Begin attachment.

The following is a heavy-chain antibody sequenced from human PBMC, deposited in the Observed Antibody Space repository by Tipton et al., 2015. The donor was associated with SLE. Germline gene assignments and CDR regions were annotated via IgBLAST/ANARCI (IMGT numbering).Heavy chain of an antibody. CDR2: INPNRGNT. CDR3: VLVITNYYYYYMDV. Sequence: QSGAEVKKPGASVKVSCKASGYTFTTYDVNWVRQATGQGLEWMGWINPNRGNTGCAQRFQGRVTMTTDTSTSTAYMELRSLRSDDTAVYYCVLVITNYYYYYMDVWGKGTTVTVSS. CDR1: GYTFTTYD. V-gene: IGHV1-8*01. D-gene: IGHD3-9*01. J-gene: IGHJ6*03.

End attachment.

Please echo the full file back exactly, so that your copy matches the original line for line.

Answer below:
The following is a heavy-chain antibody sequenced from human PBMC, deposited in the Observed Antibody Space repository by Tipton et al., 2015. The donor was associated with SLE. Germline gene assignments and CDR regions were annotated via IgBLAST/ANARCI (IMGT numbering).Heavy chain of an antibody. CDR2: INPNRGNT. CDR3: VLVITNYYYYYMDV. Sequence: QSGAEVKKPGASVKVSCKASGYTFTTYDVNWVRQATGQGLEWMGWINPNRGNTGCAQRFQGRVTMTTDTSTSTAYMELRSLRSDDTAVYYCVLVITNYYYYYMDVWGKGTTVTVSS. CDR1: GYTFTTYD. V-gene: IGHV1-8*01. D-gene: IGHD3-9*01. J-gene: IGHJ6*03.